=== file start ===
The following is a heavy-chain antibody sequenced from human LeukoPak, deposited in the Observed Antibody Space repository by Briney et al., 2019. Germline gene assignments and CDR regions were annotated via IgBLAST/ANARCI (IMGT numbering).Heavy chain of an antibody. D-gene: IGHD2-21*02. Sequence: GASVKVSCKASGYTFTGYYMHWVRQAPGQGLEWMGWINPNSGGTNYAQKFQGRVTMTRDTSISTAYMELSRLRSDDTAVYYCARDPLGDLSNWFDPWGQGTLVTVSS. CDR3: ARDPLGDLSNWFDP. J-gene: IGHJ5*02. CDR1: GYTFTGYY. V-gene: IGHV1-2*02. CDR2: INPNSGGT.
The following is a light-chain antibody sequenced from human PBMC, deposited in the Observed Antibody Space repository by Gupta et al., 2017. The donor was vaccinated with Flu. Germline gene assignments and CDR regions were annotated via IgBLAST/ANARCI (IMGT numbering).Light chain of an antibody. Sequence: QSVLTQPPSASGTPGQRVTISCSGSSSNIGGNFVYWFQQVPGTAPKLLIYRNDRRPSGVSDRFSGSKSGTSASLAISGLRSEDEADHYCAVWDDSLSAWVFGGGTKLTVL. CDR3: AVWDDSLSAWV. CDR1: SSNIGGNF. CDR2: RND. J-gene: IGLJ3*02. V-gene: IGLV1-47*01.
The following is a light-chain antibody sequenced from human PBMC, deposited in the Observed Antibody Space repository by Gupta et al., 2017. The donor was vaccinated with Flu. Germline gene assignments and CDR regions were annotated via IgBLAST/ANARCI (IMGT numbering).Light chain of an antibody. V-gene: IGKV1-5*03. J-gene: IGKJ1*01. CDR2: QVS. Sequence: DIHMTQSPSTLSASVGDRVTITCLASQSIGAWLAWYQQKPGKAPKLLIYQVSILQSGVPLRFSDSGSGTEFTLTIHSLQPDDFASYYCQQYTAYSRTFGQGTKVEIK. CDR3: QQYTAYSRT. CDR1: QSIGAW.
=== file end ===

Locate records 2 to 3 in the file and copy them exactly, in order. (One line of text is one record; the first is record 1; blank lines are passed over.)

The following is a light-chain antibody sequenced from human PBMC, deposited in the Observed Antibody Space repository by Gupta et al., 2017. The donor was vaccinated with Flu. Germline gene assignments and CDR regions were annotated via IgBLAST/ANARCI (IMGT numbering).Light chain of an antibody. Sequence: QSVLTQPPSASGTPGQRVTISCSGSSSNIGGNFVYWFQQVPGTAPKLLIYRNDRRPSGVSDRFSGSKSGTSASLAISGLRSEDEADHYCAVWDDSLSAWVFGGGTKLTVL. CDR3: AVWDDSLSAWV. CDR1: SSNIGGNF. CDR2: RND. J-gene: IGLJ3*02. V-gene: IGLV1-47*01.
The following is a light-chain antibody sequenced from human PBMC, deposited in the Observed Antibody Space repository by Gupta et al., 2017. The donor was vaccinated with Flu. Germline gene assignments and CDR regions were annotated via IgBLAST/ANARCI (IMGT numbering).Light chain of an antibody. V-gene: IGKV1-5*03. J-gene: IGKJ1*01. CDR2: QVS. Sequence: DIHMTQSPSTLSASVGDRVTITCLASQSIGAWLAWYQQKPGKAPKLLIYQVSILQSGVPLRFSDSGSGTEFTLTIHSLQPDDFASYYCQQYTAYSRTFGQGTKVEIK. CDR3: QQYTAYSRT. CDR1: QSIGAW.